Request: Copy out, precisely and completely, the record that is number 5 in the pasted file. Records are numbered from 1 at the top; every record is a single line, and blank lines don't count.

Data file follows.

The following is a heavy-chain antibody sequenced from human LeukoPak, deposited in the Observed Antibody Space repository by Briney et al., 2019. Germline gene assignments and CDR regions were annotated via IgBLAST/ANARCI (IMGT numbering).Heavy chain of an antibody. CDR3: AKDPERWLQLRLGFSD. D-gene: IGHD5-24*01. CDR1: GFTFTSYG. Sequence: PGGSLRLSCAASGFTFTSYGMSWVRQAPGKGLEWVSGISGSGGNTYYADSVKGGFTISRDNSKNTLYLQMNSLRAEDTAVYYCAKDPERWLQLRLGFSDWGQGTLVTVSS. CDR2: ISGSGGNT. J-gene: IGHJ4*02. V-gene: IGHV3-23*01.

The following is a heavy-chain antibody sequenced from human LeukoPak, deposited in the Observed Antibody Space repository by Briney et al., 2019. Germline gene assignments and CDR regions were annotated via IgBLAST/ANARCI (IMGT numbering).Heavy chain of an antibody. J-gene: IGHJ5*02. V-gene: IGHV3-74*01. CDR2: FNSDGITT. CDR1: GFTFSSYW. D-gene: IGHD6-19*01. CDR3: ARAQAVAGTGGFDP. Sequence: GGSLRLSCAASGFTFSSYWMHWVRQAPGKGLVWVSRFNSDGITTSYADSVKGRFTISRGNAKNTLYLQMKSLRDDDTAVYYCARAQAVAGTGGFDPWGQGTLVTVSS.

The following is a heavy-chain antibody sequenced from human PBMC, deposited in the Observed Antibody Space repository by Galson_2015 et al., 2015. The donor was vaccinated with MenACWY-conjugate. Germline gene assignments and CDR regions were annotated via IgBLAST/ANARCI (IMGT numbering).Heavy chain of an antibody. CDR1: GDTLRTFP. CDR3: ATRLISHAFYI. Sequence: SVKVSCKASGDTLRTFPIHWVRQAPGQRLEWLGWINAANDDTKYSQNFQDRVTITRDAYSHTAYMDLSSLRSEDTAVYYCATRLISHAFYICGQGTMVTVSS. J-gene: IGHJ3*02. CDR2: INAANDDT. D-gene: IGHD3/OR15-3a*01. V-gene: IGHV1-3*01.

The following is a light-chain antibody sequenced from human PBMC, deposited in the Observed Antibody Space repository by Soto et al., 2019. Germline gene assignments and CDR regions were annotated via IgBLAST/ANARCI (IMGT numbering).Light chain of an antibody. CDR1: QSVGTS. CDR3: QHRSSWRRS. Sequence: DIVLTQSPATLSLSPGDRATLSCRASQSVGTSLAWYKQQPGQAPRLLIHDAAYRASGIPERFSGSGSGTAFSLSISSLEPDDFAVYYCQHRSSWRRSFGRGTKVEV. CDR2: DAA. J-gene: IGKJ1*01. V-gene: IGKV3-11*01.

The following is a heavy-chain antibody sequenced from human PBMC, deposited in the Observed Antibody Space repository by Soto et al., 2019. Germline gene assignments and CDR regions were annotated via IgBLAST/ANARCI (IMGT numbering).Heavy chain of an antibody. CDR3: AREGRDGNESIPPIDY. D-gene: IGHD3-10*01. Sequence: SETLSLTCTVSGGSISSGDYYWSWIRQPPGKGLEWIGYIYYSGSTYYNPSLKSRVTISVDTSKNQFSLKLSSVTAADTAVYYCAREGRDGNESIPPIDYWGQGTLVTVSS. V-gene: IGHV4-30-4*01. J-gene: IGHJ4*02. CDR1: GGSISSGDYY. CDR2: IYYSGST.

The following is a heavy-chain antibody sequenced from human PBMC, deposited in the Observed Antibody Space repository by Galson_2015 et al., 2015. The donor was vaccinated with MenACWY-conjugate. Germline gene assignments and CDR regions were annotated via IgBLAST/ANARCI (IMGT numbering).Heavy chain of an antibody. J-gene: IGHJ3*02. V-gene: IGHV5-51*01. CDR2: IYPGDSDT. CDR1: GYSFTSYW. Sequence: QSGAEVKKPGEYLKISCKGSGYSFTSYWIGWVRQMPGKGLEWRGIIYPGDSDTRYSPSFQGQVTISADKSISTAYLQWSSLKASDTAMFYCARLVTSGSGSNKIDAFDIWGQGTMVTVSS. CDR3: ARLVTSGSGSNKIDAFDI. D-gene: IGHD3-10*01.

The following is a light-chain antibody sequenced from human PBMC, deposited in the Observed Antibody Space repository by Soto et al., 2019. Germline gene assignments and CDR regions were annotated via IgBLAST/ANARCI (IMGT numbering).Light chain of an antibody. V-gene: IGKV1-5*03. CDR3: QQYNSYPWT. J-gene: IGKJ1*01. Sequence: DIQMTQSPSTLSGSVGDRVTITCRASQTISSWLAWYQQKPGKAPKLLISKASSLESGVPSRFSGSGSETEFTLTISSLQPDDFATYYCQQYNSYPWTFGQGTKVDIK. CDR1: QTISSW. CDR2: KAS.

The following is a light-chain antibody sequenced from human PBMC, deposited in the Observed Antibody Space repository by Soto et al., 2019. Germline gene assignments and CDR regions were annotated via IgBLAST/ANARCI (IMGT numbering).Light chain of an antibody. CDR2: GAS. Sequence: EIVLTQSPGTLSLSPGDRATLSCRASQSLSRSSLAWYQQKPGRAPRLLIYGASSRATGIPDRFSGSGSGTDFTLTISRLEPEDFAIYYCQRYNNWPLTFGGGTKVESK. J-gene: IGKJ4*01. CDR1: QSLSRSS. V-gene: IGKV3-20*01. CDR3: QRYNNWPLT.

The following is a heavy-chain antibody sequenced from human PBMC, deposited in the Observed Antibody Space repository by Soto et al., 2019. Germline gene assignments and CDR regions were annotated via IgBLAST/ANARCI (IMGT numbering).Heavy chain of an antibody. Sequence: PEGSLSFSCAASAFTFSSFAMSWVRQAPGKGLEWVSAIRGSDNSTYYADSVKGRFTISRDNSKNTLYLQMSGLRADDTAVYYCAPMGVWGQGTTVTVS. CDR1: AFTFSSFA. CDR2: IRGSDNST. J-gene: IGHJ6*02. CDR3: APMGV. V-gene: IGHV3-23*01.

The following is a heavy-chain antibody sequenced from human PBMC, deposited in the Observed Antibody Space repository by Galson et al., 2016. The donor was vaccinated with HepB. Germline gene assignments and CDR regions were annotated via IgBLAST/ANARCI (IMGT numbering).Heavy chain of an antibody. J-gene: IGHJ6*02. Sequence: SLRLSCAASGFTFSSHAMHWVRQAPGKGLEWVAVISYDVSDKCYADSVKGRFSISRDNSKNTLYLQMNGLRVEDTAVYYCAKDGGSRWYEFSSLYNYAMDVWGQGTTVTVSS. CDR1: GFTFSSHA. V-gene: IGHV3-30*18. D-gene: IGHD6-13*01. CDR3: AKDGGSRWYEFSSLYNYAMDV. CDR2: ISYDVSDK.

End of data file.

The following is a heavy-chain antibody sequenced from human PBMC, deposited in the Observed Antibody Space repository by Soto et al., 2019. Germline gene assignments and CDR regions were annotated via IgBLAST/ANARCI (IMGT numbering).Heavy chain of an antibody. CDR3: AREGRDGNESIPPIDY. D-gene: IGHD3-10*01. Sequence: SETLSLTCTVSGGSISSGDYYWSWIRQPPGKGLEWIGYIYYSGSTYYNPSLKSRVTISVDTSKNQFSLKLSSVTAADTAVYYCAREGRDGNESIPPIDYWGQGTLVTVSS. V-gene: IGHV4-30-4*01. J-gene: IGHJ4*02. CDR1: GGSISSGDYY. CDR2: IYYSGST.